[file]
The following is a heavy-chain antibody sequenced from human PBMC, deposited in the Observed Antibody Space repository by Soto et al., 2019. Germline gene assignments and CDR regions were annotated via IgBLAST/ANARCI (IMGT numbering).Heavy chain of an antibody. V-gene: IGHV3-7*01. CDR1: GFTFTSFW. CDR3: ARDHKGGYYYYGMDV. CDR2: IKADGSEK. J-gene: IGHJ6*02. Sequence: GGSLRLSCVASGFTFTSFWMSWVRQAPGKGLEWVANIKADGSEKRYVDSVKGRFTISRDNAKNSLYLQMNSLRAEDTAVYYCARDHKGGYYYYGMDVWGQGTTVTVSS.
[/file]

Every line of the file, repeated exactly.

The following is a heavy-chain antibody sequenced from human PBMC, deposited in the Observed Antibody Space repository by Soto et al., 2019. Germline gene assignments and CDR regions were annotated via IgBLAST/ANARCI (IMGT numbering).Heavy chain of an antibody. V-gene: IGHV3-7*01. CDR1: GFTFTSFW. CDR3: ARDHKGGYYYYGMDV. CDR2: IKADGSEK. J-gene: IGHJ6*02. Sequence: GGSLRLSCVASGFTFTSFWMSWVRQAPGKGLEWVANIKADGSEKRYVDSVKGRFTISRDNAKNSLYLQMNSLRAEDTAVYYCARDHKGGYYYYGMDVWGQGTTVTVSS.